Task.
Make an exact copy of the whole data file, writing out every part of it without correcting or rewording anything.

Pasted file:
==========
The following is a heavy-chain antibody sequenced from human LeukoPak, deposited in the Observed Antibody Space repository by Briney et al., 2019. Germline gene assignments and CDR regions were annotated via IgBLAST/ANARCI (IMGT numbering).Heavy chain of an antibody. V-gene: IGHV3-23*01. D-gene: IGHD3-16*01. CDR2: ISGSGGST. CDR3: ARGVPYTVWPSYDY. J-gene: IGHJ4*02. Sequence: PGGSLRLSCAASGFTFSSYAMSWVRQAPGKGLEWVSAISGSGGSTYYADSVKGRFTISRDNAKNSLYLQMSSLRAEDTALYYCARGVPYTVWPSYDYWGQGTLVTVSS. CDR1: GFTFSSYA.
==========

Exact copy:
The following is a heavy-chain antibody sequenced from human LeukoPak, deposited in the Observed Antibody Space repository by Briney et al., 2019. Germline gene assignments and CDR regions were annotated via IgBLAST/ANARCI (IMGT numbering).Heavy chain of an antibody. V-gene: IGHV3-23*01. D-gene: IGHD3-16*01. CDR2: ISGSGGST. CDR3: ARGVPYTVWPSYDY. J-gene: IGHJ4*02. Sequence: PGGSLRLSCAASGFTFSSYAMSWVRQAPGKGLEWVSAISGSGGSTYYADSVKGRFTISRDNAKNSLYLQMSSLRAEDTALYYCARGVPYTVWPSYDYWGQGTLVTVSS. CDR1: GFTFSSYA.